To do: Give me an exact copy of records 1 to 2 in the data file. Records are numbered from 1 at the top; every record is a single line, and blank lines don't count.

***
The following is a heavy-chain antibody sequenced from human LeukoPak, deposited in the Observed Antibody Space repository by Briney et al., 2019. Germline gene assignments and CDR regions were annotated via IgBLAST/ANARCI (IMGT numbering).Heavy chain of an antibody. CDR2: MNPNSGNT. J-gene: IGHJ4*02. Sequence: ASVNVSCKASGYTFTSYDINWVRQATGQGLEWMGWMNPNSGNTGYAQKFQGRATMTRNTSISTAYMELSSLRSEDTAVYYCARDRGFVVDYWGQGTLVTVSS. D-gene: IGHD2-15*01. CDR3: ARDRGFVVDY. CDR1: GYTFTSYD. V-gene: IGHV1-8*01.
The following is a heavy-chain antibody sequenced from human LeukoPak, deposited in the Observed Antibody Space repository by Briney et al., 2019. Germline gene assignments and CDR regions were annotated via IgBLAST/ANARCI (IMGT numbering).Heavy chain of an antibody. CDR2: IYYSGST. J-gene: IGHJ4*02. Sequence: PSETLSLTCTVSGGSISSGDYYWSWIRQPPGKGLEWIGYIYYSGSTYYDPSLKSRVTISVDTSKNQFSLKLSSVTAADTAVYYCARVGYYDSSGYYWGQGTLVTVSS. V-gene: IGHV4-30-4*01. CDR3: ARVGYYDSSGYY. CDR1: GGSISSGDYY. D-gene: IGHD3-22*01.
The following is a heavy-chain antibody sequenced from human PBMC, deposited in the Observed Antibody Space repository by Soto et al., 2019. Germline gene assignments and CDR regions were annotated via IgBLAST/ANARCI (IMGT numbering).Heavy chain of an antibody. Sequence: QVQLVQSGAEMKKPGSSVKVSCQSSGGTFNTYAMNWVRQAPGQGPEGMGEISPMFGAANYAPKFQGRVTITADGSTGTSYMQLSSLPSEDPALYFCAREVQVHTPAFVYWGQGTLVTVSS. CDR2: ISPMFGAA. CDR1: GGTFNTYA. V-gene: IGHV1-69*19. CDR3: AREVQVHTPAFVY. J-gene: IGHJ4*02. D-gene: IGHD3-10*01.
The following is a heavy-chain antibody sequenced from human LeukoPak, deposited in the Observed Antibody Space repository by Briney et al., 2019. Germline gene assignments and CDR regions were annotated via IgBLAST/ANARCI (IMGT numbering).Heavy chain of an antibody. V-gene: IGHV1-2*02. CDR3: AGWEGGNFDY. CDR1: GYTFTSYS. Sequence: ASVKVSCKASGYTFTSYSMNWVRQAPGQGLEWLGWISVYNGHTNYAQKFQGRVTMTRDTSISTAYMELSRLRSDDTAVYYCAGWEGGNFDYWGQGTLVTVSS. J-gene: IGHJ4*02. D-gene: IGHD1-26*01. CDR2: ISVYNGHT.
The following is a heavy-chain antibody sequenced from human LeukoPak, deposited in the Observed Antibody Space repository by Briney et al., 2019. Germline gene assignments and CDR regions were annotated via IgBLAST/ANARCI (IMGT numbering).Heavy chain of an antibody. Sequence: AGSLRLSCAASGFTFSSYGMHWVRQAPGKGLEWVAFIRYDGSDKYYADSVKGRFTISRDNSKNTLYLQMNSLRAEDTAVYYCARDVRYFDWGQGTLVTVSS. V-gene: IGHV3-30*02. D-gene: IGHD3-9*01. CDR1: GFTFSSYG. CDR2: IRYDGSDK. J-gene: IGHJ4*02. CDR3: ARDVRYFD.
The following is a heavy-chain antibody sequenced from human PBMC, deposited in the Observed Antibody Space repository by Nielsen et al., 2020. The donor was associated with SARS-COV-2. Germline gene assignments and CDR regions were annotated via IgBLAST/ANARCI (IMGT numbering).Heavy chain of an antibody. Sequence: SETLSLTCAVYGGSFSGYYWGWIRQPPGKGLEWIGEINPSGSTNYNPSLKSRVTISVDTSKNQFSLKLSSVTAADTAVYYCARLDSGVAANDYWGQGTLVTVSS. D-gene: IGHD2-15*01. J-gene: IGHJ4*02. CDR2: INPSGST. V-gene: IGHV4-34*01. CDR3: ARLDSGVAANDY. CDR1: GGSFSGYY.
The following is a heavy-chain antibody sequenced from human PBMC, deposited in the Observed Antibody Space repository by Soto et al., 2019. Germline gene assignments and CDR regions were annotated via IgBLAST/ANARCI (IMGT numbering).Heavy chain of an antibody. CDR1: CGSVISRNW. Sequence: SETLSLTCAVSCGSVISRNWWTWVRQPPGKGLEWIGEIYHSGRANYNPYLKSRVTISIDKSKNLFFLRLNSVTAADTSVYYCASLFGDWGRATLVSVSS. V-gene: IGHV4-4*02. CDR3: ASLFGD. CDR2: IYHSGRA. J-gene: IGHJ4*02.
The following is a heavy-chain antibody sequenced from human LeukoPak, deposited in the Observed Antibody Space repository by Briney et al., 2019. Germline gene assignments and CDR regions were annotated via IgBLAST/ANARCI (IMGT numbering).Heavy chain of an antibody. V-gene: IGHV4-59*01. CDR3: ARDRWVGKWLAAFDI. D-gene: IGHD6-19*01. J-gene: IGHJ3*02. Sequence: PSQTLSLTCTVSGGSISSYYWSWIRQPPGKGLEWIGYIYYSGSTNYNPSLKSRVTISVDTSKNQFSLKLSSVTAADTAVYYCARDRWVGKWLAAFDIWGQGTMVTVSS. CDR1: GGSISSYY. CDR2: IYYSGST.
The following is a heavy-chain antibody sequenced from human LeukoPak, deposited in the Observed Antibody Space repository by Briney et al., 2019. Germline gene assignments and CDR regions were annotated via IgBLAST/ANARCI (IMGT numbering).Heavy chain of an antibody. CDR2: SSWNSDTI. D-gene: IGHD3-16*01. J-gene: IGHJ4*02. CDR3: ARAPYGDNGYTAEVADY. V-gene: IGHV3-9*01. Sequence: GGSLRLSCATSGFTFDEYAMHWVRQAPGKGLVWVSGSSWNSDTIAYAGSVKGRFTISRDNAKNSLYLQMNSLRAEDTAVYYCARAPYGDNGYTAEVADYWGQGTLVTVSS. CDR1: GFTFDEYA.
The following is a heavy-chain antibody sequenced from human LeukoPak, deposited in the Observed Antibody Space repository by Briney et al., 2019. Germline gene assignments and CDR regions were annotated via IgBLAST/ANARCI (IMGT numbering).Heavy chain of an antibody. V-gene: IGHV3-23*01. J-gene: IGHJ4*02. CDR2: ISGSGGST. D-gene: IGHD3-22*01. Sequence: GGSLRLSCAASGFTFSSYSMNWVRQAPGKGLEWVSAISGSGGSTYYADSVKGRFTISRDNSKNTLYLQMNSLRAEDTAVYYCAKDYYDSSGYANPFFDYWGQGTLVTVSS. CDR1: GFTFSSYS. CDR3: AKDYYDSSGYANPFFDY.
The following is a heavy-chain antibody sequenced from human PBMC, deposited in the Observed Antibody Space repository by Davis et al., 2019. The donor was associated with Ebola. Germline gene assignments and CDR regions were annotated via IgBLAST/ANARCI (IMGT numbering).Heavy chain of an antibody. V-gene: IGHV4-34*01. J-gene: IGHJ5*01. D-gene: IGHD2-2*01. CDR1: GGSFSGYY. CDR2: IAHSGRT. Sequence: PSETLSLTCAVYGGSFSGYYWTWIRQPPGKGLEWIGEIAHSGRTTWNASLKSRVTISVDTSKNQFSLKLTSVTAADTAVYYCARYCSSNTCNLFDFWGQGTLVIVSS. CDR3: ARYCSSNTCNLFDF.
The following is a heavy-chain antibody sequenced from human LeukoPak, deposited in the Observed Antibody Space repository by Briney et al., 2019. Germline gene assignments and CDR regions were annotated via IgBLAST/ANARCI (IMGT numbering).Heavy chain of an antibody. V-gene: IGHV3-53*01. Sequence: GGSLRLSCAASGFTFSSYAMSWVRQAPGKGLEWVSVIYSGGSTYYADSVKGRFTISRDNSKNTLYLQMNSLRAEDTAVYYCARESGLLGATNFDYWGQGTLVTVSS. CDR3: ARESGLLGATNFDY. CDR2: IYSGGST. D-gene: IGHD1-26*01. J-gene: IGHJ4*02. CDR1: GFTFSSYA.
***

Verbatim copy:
The following is a heavy-chain antibody sequenced from human LeukoPak, deposited in the Observed Antibody Space repository by Briney et al., 2019. Germline gene assignments and CDR regions were annotated via IgBLAST/ANARCI (IMGT numbering).Heavy chain of an antibody. CDR2: MNPNSGNT. J-gene: IGHJ4*02. Sequence: ASVNVSCKASGYTFTSYDINWVRQATGQGLEWMGWMNPNSGNTGYAQKFQGRATMTRNTSISTAYMELSSLRSEDTAVYYCARDRGFVVDYWGQGTLVTVSS. D-gene: IGHD2-15*01. CDR3: ARDRGFVVDY. CDR1: GYTFTSYD. V-gene: IGHV1-8*01.
The following is a heavy-chain antibody sequenced from human LeukoPak, deposited in the Observed Antibody Space repository by Briney et al., 2019. Germline gene assignments and CDR regions were annotated via IgBLAST/ANARCI (IMGT numbering).Heavy chain of an antibody. CDR2: IYYSGST. J-gene: IGHJ4*02. Sequence: PSETLSLTCTVSGGSISSGDYYWSWIRQPPGKGLEWIGYIYYSGSTYYDPSLKSRVTISVDTSKNQFSLKLSSVTAADTAVYYCARVGYYDSSGYYWGQGTLVTVSS. V-gene: IGHV4-30-4*01. CDR3: ARVGYYDSSGYY. CDR1: GGSISSGDYY. D-gene: IGHD3-22*01.